Goin' Postal tells the story of a real U.S. postal worker dealing with crazy situations that the public never sees. From human heads in the mail to alligators on the loose in the building, this book is sure to make you laugh. The second book in this combo, The Creek, tells stories set in the same location, but each story is set in a different time period. The last story depicts how the people and stories of the past are still alive today.
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Going Postal is an interesting collection of creative-nonfiction short stories about the author’s life working for the United States Postal Service. The stories are hilarious, serious, scary, heartbreaking, and do a great job of depicting what life is like working anywhere with a tight knit group of people. I’ve only worked in four places in my life, and all of those places felt like this. We had our in-house squabbles, our deaths, our births, our disasters, our nights away from the job, and everything in-between. We both loved and hated each other, as most families do.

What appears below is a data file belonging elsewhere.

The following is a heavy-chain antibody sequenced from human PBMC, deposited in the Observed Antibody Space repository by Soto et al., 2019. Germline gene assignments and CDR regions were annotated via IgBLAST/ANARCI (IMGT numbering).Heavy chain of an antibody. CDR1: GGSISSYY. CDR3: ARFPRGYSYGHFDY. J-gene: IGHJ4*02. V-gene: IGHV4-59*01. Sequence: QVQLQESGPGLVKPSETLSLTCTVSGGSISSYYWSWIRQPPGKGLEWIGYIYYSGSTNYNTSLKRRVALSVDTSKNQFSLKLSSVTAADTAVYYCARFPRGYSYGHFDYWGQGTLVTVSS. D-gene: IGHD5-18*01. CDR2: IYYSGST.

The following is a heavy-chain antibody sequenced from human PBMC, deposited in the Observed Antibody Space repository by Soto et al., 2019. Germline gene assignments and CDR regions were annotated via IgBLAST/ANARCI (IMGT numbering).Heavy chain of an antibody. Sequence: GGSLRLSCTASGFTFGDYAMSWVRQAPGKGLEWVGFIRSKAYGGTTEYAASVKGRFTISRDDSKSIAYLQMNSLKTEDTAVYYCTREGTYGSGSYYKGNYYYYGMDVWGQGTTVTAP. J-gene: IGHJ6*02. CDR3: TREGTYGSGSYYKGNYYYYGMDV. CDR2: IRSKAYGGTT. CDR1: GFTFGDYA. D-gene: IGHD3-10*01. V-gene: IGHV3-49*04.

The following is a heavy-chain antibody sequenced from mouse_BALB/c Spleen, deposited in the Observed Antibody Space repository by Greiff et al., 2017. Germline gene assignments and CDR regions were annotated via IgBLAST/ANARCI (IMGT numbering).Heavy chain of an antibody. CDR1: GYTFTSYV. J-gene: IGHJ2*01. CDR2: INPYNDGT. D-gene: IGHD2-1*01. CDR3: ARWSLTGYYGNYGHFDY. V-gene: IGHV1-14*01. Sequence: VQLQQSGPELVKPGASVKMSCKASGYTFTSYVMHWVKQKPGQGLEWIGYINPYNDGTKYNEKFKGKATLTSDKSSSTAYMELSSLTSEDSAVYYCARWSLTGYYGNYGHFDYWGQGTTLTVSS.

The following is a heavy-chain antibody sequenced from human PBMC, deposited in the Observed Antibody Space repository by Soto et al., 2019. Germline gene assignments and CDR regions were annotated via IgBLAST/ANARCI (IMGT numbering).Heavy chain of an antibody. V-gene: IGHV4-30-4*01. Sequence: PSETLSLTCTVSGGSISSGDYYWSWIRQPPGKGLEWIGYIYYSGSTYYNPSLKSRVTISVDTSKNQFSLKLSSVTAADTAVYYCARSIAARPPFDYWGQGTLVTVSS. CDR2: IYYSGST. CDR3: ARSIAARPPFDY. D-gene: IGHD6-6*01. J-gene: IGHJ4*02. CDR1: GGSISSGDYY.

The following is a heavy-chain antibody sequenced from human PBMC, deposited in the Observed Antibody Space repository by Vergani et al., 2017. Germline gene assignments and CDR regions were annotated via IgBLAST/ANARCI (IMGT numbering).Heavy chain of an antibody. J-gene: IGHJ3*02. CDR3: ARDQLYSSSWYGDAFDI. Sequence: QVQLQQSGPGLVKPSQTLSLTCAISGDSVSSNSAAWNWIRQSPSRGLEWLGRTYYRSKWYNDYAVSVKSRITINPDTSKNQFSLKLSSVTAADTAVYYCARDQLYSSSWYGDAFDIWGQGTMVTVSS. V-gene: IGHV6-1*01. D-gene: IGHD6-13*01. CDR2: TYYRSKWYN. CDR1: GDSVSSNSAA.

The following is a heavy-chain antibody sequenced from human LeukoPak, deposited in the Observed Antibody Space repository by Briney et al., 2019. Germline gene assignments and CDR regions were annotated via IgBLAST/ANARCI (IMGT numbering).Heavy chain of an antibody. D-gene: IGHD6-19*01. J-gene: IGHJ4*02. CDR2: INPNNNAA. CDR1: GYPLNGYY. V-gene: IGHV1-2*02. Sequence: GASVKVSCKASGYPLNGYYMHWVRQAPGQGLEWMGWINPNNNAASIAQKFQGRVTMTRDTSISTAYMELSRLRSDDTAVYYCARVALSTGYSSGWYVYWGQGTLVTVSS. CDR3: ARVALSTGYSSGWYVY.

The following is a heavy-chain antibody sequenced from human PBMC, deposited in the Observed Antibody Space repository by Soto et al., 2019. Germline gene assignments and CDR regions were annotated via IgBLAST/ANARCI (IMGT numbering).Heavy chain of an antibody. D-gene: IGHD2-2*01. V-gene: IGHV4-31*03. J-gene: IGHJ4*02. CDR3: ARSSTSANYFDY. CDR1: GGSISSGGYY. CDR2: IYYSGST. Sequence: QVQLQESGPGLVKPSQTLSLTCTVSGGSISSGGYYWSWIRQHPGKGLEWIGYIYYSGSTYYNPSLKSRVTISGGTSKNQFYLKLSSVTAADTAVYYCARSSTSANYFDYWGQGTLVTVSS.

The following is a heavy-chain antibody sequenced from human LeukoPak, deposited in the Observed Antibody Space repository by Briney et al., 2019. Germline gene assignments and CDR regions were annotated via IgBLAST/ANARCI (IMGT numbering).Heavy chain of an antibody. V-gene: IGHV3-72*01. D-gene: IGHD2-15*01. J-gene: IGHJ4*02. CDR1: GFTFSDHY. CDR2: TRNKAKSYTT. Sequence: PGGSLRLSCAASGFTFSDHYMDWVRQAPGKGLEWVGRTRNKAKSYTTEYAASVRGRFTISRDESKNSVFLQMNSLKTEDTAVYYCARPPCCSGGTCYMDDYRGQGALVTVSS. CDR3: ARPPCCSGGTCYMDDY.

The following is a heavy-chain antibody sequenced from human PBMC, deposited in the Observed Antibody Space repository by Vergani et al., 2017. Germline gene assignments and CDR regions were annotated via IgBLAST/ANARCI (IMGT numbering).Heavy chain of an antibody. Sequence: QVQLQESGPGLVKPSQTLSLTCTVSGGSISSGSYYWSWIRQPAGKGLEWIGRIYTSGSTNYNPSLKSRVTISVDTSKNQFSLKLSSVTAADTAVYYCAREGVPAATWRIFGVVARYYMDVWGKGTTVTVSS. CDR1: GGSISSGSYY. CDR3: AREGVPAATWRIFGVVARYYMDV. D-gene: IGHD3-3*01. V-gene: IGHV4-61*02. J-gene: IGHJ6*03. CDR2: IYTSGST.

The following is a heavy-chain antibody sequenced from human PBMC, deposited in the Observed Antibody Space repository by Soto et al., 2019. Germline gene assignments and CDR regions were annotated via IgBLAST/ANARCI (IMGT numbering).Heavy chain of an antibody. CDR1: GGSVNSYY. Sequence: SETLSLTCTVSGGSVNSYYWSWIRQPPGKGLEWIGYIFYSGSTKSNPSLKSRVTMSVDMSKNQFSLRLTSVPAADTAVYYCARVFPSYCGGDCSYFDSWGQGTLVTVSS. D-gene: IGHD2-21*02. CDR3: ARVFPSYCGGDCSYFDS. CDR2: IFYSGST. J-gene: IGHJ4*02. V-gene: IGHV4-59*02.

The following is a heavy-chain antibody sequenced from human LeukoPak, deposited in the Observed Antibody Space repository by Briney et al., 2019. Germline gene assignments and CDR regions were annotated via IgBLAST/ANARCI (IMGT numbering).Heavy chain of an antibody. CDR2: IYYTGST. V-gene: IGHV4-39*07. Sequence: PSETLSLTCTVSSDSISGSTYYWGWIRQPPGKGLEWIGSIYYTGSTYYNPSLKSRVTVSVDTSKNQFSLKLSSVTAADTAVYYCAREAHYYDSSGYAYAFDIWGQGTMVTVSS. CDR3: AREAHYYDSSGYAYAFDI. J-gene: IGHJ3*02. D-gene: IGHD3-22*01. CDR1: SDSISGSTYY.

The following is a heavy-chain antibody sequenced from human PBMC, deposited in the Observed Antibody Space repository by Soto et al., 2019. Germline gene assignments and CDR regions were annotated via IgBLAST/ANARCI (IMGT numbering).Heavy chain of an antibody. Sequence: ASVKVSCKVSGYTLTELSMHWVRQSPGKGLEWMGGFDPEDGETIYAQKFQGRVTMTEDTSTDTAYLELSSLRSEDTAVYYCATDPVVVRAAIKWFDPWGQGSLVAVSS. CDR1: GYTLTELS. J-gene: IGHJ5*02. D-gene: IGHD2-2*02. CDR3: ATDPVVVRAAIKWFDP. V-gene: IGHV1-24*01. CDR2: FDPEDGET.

This collection does a great job at giving its reader a look into the day-to-day life inside the post office and an even greater look how human and flawed management and upper-management are even when they won’t admit it. For anyone who has worked a job where your boss has come to you with the most ludicrous request and all you can do is look at him or her with a “you can’t be serious” expression on your face, this collection is for you.
The Creek is another collection of creative-nonfiction novellas that is about the lives of the people who settled the land on the creek on which Ms. D’Ettore grew up. She has a beautiful imagination, and carves out a wonderful of tale of love, murder, betrayal, heartache, death, and determination that surround a number of families that lived on the land over time. Her female characters are always strong and self-sufficient, which always draws me to her work. Her take on the lives of these families, from a young woman and her father who farmed the land, to a widowed mother of five who lost everything and had to move to the creek to raise her children alone, to the soldier’s family who suffered much in their grief over his loss, are realistic and not glorified. We are a people ruled by our hearts and our emotions, and her characters always depict this, making them relatable and true.
- Jennifer Powell